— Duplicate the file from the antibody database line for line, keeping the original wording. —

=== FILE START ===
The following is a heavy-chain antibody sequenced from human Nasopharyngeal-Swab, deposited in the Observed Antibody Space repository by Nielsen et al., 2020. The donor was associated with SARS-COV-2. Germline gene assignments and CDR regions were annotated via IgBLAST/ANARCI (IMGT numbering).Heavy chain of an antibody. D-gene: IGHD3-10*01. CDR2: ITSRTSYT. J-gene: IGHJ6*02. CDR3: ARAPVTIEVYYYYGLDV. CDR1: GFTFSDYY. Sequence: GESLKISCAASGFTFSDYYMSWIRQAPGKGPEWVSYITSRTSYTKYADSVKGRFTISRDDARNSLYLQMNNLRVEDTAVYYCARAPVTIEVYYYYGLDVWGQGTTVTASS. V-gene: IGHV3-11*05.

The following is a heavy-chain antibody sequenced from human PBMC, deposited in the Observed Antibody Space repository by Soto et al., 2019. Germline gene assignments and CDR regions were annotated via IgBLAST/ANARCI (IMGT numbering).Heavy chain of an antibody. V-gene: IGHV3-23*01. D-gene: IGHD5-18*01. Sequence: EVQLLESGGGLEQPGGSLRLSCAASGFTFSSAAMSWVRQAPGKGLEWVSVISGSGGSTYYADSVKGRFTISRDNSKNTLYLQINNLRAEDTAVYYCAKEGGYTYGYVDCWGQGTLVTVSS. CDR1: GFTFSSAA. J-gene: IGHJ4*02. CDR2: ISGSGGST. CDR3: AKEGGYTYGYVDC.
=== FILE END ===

The following is a heavy-chain antibody sequenced from human Nasopharyngeal-Swab, deposited in the Observed Antibody Space repository by Nielsen et al., 2020. The donor was associated with SARS-COV-2. Germline gene assignments and CDR regions were annotated via IgBLAST/ANARCI (IMGT numbering).Heavy chain of an antibody. D-gene: IGHD3-10*01. CDR2: ITSRTSYT. J-gene: IGHJ6*02. CDR3: ARAPVTIEVYYYYGLDV. CDR1: GFTFSDYY. Sequence: GESLKISCAASGFTFSDYYMSWIRQAPGKGPEWVSYITSRTSYTKYADSVKGRFTISRDDARNSLYLQMNNLRVEDTAVYYCARAPVTIEVYYYYGLDVWGQGTTVTASS. V-gene: IGHV3-11*05.

The following is a heavy-chain antibody sequenced from human PBMC, deposited in the Observed Antibody Space repository by Soto et al., 2019. Germline gene assignments and CDR regions were annotated via IgBLAST/ANARCI (IMGT numbering).Heavy chain of an antibody. V-gene: IGHV3-23*01. D-gene: IGHD5-18*01. Sequence: EVQLLESGGGLEQPGGSLRLSCAASGFTFSSAAMSWVRQAPGKGLEWVSVISGSGGSTYYADSVKGRFTISRDNSKNTLYLQINNLRAEDTAVYYCAKEGGYTYGYVDCWGQGTLVTVSS. CDR1: GFTFSSAA. J-gene: IGHJ4*02. CDR2: ISGSGGST. CDR3: AKEGGYTYGYVDC.